High school: Lakeview Christian Academy (Duluth, Minnesota)
College: South Dakota State and Winthrop
Bottom line: Anders Broman was the first of two siblings to light up the Minnesota state basketball record books with younger brother Bjorn Broman following directly behind him.
Anders Broman averaged 47.3 points his senior season and played his first two college basketball seasons at South Dakota State before transferring to Winthrop.
He played his final two years of college basketball in a backcourt alongside Bjorn Broman and averaged a career-high 12.4 points as a senior in 2017-18.
7. Todd Briley — 4,730 Points
High school: Midland High School (Crowley, Louisiana)
College: McNeese State
Bottom line: Todd Briley was a two-time Class B Player of the Year for Midland High School, where he averaged 33.6 points as a senior in 1994-95.
Like many players on this list, Briley wasn't close to the same type of scorer in college but averaged 6.5 points for his career at McNeese State, including a career-high 9.2 points as a senior.
Briley returned to Midland as its head boys basketball coach in 2004, led them to a state runner-up finish in 2010 and a state championship in 2014. Briley resigned after winning the state title to become Midland's principal.
6. Joe Girard III — 4,763 Points
High school: Glens Falls High School (Glens Falls, New York)
Bottom line: Joe Girard still had a full season of high school basketball to play when he broke future NBA player Lance Stephenson's New York high school record as a junior in 2018.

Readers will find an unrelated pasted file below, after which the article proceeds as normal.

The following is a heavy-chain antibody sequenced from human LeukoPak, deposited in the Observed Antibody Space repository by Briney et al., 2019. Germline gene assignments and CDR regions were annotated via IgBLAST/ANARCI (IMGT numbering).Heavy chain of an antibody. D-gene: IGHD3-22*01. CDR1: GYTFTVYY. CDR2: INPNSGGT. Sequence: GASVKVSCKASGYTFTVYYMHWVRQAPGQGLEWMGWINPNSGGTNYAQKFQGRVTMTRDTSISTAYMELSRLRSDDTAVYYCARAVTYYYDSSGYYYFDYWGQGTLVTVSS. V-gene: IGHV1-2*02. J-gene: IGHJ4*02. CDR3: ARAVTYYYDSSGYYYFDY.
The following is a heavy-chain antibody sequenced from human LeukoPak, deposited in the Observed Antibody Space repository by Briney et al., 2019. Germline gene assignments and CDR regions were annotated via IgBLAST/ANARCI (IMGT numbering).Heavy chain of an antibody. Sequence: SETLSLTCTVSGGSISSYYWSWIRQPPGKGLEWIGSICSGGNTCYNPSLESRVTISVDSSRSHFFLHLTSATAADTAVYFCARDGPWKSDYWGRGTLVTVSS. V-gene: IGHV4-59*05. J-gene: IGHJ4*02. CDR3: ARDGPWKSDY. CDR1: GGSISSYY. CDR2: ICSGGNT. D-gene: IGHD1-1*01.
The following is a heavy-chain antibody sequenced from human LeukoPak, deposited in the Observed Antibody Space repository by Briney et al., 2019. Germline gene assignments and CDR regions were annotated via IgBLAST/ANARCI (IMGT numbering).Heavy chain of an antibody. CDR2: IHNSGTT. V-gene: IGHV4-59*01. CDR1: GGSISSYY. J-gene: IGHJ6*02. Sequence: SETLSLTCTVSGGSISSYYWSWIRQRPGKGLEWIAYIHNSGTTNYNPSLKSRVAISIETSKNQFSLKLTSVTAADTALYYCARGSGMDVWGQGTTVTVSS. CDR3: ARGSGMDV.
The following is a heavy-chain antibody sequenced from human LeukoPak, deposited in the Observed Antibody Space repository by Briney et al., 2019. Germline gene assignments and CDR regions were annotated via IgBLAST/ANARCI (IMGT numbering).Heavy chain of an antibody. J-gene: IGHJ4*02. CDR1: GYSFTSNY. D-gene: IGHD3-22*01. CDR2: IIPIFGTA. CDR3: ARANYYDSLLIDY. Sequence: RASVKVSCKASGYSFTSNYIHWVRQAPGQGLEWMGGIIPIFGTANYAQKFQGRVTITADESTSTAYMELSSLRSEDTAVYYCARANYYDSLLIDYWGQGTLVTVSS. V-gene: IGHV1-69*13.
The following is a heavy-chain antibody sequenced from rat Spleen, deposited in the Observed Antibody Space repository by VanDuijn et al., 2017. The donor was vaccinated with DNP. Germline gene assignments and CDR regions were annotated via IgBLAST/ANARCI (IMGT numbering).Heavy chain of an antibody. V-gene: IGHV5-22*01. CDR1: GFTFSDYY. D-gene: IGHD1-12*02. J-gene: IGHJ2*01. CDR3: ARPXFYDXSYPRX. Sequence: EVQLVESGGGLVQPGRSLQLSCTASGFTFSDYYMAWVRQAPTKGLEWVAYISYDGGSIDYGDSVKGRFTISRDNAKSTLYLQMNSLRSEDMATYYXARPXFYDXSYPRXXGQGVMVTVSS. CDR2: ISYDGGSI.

Girard averaged 48.6 points as a senior and led Glen Falls High to its first state championship. He also led the school to two state championships in football, where he was a highly recruited quarterback.
Girard helped lead Syracuse to the Sweet 16 as a sophomore in 2021 and has averaged 11.2 points through his first two seasons.
5. Tommy Murr — 4,874 Points
High school: Lindsay Lane Christian Academy (Athens, Alabama)
Bottom line: Tommy Murr averaged over 40 points per game his last two seasons, both times leading the nation in scoring while playing for his father, Steve Murr, at Lindsay Lane Christian Academy.
Murr also set the Alabama single-season scoring record in both seasons and averaged 31.6 points for his career. He also set what's believed to be a national record with 1,226 career made free throws.
Murr averaged 3.5 points as a freshman for Lipscomb in 2020-21.
4. Bennie Fuller — 4,896 Points
High school: Arkansas School for the Deaf (Little Rock, Arkansas)
College: Arkansas-Pine Bluff